What a Drag!

October 2015

The equity markets around the world had a tough third quarter. Here in the U.S. the S&P 500 fell -6.4%. Other indices were down even more. The NASDAQ and small cap stocks were down -7% and -12%, respectively. Globally it wasn’t any better. International stocks were down -10.2%.

The third quarter loss also put stocks in the red for 2015 year-to-date with most benchmarks (U.S. and international) down -5% or more.

The picture was slightly better on the fixed income (i.e. bonds) front. Long-term high quality bonds managed a modest gain of 1.5%, and intermediate term high quality bonds were essentially flat. But most other categories sustained losses (high yield bonds -4.5%, convertible bonds -6.9%, bank loan bonds -1.6%, inflation bonds -1.9%).

Year-to-date most bond categories were somewhere between flat and down -2.5%.

The question is: what caused the decline in equities and will it continue?

At face value little appears to have changed over the past few years. The U.S. economy continues to recover at a slow pace and unemployment is still trending lower.

Global and economic issues that were considered stock market threats have dissipated. Greece? No. Syria? Maybe. Ukraine? Doubtful. The housing market? No. End of the bond buying program? Done. Debt Limit? Soon, but not yet (as always).

And yet the markets are down. What gives?

Valuations are a bit high. The price/earning (P/E) ratio on the Dow Jones Industrial Average is 15, which is reasonable. But the P/E on the S&P 500 is 20, which is on the high side. I believe that a high P/E is sustainable when interest rates are low. Even if the Fed raises rates they will still be very low.

The yield curve is slightly flatter than last year but still positively sloping, which is a good sign.

Earnings for companies in the S&P 500 (the E in P/E) have come down, which is a concern. But that is mostly due to the energy sector. While low oil prices are bad for energy companies (and their employees) they are a net positive for the economy as a whole. The strong dollar has also negatively impacted earnings. A strong dollar hurts exports since our products are more expensive globally, and that affects earnings for large multinational companies.

The real problem is the slowdown in countries other than the U.S. The Chinese economy in particular has slowed considerably. This has put downward pressure on commodity prices. Lower commodity prices, combined with a strong dollar, have put pressure on developing economies.

It all seems like one big economic loop. And it is. The world is more interconnected today than ever. It is like the chicken and egg. The bottom line is the global slowdown is a drag on the U.S. economy, not the other way around.

Will it continue? Hard to say. Most forecasts are for modest growth in 2016 and beyond. But stock market performance doesn’t always follow economic activity. In the short run market sentiment can trump other information, and that is a wild card.

Tempo Financial Advisors’ 3rd Quarter Investment Performance

Returns for Tempo’s three investment programs were what you would expect in this negative market. Lifestyle accounts fell the most, Dynamic Growth was in the middle, and Dynamic Income held up fairly well.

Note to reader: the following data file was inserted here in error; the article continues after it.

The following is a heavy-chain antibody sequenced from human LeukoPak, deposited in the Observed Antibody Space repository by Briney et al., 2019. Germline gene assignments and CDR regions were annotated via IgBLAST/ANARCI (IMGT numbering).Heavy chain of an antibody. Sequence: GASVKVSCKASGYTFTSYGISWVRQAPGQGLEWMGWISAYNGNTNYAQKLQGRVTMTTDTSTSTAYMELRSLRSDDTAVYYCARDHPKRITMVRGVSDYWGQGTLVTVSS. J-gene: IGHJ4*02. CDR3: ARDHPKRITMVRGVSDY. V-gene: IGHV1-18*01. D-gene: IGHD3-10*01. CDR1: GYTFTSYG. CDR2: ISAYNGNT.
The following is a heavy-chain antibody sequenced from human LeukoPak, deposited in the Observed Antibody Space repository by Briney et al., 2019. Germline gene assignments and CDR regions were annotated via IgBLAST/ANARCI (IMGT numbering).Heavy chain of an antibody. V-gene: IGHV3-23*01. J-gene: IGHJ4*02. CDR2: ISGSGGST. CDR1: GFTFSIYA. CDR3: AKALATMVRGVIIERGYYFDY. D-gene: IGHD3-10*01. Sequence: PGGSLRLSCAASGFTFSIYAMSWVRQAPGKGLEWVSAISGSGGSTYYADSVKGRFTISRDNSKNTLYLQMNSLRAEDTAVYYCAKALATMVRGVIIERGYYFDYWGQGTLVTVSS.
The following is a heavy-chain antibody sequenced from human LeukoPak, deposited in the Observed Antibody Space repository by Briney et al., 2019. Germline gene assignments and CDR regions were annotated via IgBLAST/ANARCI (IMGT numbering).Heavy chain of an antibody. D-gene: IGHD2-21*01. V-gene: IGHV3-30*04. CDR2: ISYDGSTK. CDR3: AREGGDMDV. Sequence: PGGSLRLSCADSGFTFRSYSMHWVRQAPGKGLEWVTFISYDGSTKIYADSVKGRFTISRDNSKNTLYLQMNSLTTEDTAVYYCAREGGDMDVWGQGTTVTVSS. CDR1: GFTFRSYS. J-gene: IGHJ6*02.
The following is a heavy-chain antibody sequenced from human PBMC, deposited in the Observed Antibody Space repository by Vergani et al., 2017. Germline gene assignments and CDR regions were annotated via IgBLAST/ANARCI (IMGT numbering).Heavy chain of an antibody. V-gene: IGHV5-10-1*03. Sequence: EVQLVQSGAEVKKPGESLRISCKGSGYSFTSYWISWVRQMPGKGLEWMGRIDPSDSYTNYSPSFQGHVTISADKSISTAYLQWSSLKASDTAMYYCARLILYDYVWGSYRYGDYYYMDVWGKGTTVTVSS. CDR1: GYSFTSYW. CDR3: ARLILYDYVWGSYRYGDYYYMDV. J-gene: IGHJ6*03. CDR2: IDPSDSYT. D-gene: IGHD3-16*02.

Returns for Tempo Lifestyle accounts were in the -6% to -7% range, regardless of whether the account was conservative, moderate, or aggressive. This is somewhat disappointing given that the S&P 500 fell -6.4%. Normally you would expect our accounts to hold up better.

What happened?

A few things. First, bonds, which often move counter to stocks when stocks are negative, fell instead of rising.

Second, as you know we generally maintain diversification in areas such as small cap and international stocks. These areas performed worse than the S&P 500 (see above).

And finally two of our overweight positions (energy and healthcare) were underperformers. While our overweight positions usually work out over the long run, over shorter periods that may or may not be the case. We’ve made a lot of money in healthcare over the past few years, but not in Q3. More on healthcare below.

Tempo Dynamic Growth accounts were down -3.8% for the quarter. This is about half the loss of the average stock fund. Certainly this is in the range of what we would expect in such an environment. But we had been holding up quite a bit better than that until Martin Shkreli and Hillary Clinton. Huh?

Martin Shkreli is the fellow who bought Turing Pharmaceuticals and promptly raised the price of Daraprim from $13.50 to $750 per pill. Of course this is outrageous and Hillary Clinton was right to say so. But rather than limit the inquiry to Turing, the microscope is now on all biotech companies. The entire sector declined quite a bit the last two weeks of September (biotech -20% and healthcare -10%). We own healthcare in both Lifestyle and Dynamic Growth and our portfolios were negatively affected.

It is wrong to penalize all companies in an industry because one player behaved poorly. Biotech companies spend billions of dollars developing new drugs, many of which go nowhere. When a drug does prove worthy these companies deserve to be compensated for their efforts. This one bad apple has caused a correction in the whole healthcare industry. I believe the decline is overblown and we are setting the stage for outperformance in the healthcare sector once the dust settles.

Let us not forget about the Tempo Dynamic Income Program, which was our best performer in Q3. Accounts were down -0.8%. Though we would have preferred a small gain to a small loss, we recognize that in this environment where almost nothing was up this may have been about as good as we could expect.


Please contact us if there has been a change in your financial circumstances that would warrant a fresh perspective on your portfolio.


Daniel J. Traub


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